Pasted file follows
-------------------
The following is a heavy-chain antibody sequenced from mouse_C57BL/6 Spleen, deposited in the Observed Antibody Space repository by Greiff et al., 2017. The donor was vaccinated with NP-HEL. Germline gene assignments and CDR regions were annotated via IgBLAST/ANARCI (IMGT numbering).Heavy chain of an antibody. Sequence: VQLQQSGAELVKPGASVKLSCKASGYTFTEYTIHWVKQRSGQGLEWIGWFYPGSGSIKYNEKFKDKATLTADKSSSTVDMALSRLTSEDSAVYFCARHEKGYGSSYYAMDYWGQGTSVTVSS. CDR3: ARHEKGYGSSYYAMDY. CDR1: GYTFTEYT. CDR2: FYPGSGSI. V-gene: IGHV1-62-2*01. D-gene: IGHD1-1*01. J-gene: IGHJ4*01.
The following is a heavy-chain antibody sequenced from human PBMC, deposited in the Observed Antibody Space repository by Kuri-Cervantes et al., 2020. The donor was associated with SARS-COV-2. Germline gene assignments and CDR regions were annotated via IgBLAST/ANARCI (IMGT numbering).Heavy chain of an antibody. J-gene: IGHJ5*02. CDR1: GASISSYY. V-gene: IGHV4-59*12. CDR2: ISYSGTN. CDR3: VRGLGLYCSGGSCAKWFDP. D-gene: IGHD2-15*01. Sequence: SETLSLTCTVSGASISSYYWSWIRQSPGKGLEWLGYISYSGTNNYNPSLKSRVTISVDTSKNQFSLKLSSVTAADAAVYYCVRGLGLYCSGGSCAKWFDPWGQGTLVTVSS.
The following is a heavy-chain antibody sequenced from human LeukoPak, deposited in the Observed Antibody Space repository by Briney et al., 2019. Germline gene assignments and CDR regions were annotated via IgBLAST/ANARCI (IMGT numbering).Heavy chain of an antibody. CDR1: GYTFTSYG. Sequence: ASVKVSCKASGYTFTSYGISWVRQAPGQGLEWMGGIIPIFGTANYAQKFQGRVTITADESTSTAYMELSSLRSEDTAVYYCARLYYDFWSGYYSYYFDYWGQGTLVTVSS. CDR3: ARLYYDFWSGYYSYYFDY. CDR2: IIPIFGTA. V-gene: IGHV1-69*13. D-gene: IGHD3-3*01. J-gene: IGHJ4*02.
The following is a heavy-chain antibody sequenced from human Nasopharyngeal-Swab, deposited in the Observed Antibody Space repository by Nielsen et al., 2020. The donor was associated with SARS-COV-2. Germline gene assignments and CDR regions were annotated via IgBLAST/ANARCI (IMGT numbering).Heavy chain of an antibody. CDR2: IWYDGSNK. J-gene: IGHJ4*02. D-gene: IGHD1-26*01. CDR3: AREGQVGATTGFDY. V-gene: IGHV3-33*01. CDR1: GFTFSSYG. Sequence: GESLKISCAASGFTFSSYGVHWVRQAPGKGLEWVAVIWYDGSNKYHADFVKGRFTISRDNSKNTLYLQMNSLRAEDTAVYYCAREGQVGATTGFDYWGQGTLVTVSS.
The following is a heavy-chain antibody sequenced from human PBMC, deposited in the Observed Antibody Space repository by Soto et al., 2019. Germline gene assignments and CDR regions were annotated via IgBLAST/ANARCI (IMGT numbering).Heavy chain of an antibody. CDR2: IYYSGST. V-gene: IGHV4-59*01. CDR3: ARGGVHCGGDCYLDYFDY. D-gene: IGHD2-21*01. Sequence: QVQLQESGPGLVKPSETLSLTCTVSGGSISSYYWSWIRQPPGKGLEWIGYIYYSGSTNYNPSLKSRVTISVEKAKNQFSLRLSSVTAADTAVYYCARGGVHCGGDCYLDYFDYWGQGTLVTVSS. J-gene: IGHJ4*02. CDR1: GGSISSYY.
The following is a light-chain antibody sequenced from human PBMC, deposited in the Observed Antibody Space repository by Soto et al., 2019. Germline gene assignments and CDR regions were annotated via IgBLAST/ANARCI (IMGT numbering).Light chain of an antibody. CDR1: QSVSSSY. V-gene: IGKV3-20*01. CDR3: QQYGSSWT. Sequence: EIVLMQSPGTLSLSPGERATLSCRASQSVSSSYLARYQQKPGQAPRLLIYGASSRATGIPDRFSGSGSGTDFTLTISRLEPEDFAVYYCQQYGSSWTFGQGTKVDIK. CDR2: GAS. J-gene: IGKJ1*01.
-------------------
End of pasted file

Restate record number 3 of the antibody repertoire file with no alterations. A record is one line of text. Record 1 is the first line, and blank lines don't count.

The following is a heavy-chain antibody sequenced from human LeukoPak, deposited in the Observed Antibody Space repository by Briney et al., 2019. Germline gene assignments and CDR regions were annotated via IgBLAST/ANARCI (IMGT numbering).Heavy chain of an antibody. CDR1: GYTFTSYG. Sequence: ASVKVSCKASGYTFTSYGISWVRQAPGQGLEWMGGIIPIFGTANYAQKFQGRVTITADESTSTAYMELSSLRSEDTAVYYCARLYYDFWSGYYSYYFDYWGQGTLVTVSS. CDR3: ARLYYDFWSGYYSYYFDY. CDR2: IIPIFGTA. V-gene: IGHV1-69*13. D-gene: IGHD3-3*01. J-gene: IGHJ4*02.